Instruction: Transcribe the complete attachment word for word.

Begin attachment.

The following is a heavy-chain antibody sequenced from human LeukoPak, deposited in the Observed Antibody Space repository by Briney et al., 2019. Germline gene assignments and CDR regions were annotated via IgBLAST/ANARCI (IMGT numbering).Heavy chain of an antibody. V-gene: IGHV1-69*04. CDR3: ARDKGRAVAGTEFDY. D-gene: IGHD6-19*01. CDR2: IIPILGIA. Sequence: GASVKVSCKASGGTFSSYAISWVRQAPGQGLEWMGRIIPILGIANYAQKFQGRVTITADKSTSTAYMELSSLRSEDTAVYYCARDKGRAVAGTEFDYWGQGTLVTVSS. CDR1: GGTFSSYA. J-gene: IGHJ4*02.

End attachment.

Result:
The following is a heavy-chain antibody sequenced from human LeukoPak, deposited in the Observed Antibody Space repository by Briney et al., 2019. Germline gene assignments and CDR regions were annotated via IgBLAST/ANARCI (IMGT numbering).Heavy chain of an antibody. V-gene: IGHV1-69*04. CDR3: ARDKGRAVAGTEFDY. D-gene: IGHD6-19*01. CDR2: IIPILGIA. Sequence: GASVKVSCKASGGTFSSYAISWVRQAPGQGLEWMGRIIPILGIANYAQKFQGRVTITADKSTSTAYMELSSLRSEDTAVYYCARDKGRAVAGTEFDYWGQGTLVTVSS. CDR1: GGTFSSYA. J-gene: IGHJ4*02.